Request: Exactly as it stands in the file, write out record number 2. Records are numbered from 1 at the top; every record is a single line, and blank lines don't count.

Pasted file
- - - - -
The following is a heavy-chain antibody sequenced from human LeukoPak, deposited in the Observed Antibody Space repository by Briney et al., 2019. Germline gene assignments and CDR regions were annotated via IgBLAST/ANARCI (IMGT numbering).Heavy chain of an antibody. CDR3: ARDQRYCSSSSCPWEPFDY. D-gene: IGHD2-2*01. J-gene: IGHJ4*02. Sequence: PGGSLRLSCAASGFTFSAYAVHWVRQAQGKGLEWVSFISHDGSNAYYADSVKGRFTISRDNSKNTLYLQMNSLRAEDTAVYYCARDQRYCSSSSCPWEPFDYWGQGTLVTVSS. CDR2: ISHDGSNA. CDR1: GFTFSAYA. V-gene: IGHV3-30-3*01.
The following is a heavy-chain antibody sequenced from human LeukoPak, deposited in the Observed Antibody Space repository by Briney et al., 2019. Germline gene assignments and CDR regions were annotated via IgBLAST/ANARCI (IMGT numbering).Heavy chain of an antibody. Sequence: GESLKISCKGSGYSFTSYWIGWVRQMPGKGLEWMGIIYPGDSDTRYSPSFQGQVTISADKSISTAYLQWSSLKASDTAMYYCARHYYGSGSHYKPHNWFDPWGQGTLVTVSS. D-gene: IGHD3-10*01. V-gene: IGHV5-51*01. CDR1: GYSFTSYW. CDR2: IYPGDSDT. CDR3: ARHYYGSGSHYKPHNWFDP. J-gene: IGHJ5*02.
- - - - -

The following is a heavy-chain antibody sequenced from human LeukoPak, deposited in the Observed Antibody Space repository by Briney et al., 2019. Germline gene assignments and CDR regions were annotated via IgBLAST/ANARCI (IMGT numbering).Heavy chain of an antibody. Sequence: GESLKISCKGSGYSFTSYWIGWVRQMPGKGLEWMGIIYPGDSDTRYSPSFQGQVTISADKSISTAYLQWSSLKASDTAMYYCARHYYGSGSHYKPHNWFDPWGQGTLVTVSS. D-gene: IGHD3-10*01. V-gene: IGHV5-51*01. CDR1: GYSFTSYW. CDR2: IYPGDSDT. CDR3: ARHYYGSGSHYKPHNWFDP. J-gene: IGHJ5*02.